The bill also increases funding for the Federal Railroad Administration by $173 million to $1.85 billion. The bill also includes $98 million in rail grants to support positive train control implementation, make railroad infrastructure improvements and improve passenger-rail service. An additional $328 million will be given to Amtrak for the Northeast Corridor and $1.17 billion for its national network. The bill also allocates $258 million for rail safety and research programs. The Federal Transit Administration will receive $12.4 billion, $9.7 billion of which will be for transit formula grants from the Highway Trust Fund. The measure provides $2.4 billion for Capital Investment Grants known as “New Starts,” which funds all current Full Funding Grant Agreement (FFGA) transit projects and provides support for new projects anticipated to receive FFGA awards.
The spending generally presents good opportunities for the railroad industry according to the National Railroad Construction and Maintenance Association. Not only are current transit projects receiving funding with existing FFGAs, future projects across the nation could receive funding if new FFGAs are signed. Possible funding includes $125 million for the Maryland Purple Line, $100 million for Caltrain electrification, $100 million for Seattle’s Lynnwood Link, $84 million for New York City Transit’s Canarsie power improvements, $50 million for the Santa Ana streetcar program, $49 million for the Dallas Area Rapid Transit’s core capacity project and $10 million for the Minneapolis Southwest light rail transit project.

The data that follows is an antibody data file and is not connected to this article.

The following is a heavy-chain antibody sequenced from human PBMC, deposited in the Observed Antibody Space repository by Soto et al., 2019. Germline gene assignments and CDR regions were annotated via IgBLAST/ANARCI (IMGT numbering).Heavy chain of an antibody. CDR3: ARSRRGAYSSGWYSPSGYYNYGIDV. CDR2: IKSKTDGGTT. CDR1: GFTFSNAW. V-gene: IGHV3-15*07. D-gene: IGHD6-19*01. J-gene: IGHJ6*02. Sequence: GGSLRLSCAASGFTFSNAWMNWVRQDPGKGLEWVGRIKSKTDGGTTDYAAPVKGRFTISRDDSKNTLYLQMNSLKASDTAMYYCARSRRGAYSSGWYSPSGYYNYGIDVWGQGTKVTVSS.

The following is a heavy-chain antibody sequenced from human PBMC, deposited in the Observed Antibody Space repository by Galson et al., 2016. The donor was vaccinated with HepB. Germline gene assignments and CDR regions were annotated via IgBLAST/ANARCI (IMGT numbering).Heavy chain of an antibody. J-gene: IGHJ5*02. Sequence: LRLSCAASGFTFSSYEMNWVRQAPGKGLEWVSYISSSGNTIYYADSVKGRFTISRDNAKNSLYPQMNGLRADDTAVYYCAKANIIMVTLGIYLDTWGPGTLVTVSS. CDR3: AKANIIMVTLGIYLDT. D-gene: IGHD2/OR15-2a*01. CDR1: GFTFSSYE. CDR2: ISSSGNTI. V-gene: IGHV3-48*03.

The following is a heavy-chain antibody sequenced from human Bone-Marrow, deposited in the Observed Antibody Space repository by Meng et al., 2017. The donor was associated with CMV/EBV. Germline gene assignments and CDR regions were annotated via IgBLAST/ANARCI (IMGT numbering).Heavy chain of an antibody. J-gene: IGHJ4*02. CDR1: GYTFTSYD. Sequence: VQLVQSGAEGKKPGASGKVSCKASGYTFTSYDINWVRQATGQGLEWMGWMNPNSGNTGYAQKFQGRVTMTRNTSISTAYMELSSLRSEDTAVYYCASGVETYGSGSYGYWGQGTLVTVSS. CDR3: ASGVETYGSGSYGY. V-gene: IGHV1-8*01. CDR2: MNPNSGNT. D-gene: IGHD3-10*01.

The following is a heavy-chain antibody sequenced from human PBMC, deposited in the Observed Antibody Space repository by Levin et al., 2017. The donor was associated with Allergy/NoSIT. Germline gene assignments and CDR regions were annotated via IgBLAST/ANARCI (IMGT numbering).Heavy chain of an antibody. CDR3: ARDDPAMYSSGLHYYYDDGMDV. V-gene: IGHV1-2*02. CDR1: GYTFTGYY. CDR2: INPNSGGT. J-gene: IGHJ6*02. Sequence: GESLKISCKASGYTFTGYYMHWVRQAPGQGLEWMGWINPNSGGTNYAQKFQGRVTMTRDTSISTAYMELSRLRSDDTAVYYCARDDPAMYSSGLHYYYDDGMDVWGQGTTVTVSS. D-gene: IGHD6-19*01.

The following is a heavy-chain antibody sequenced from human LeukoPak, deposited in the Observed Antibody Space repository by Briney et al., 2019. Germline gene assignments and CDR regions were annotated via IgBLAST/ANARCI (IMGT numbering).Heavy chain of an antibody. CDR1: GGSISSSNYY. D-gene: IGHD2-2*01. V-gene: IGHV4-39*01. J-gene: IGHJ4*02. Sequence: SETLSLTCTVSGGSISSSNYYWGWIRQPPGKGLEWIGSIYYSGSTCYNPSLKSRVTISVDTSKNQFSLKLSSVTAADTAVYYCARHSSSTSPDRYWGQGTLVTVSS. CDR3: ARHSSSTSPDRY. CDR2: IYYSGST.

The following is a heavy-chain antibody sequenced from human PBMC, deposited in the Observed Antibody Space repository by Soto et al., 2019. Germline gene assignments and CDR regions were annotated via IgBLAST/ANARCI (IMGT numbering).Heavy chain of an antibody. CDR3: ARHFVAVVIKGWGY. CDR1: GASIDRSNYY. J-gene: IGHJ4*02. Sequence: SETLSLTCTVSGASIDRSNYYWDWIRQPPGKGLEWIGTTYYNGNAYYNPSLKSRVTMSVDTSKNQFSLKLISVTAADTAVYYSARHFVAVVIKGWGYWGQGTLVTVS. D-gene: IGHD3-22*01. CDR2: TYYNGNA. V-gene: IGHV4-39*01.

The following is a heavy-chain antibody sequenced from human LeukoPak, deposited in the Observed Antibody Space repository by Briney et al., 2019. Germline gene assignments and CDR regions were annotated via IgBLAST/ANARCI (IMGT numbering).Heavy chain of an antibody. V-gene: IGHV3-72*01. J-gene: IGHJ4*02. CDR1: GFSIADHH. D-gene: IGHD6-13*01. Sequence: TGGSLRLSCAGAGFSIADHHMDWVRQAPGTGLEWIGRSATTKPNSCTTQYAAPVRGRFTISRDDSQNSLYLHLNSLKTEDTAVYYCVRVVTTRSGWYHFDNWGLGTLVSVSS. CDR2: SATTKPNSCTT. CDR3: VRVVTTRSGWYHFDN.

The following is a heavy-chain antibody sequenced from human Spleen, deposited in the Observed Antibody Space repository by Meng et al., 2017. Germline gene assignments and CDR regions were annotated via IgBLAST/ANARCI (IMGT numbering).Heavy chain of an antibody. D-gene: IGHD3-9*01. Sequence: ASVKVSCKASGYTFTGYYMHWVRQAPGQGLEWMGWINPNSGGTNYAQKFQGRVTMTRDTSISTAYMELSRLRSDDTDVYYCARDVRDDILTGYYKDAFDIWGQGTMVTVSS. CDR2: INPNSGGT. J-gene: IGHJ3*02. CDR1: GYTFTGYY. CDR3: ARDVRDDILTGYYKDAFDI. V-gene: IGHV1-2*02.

The legislation also sets aside $408 million for 10 “small start” projects such as streetcar projects in Tempe, Sacramento, Fort Lauderdale, and Seattle. Also in the bill is $150 million for the Washington Metropolitan Area Transit Authority, and $199 million for positive train control funding for commuter railroads that was authorized under the FAST Act.
The Federal Railroad Administration (FRA) has awarded $25 million to projects implementing systems to monitor and control training movements. The systems, known as Positive Train Control (PTC), are designed to increase safety by helping prevent collisions and derailments, enforcing speed restrictions and improving wayside safety.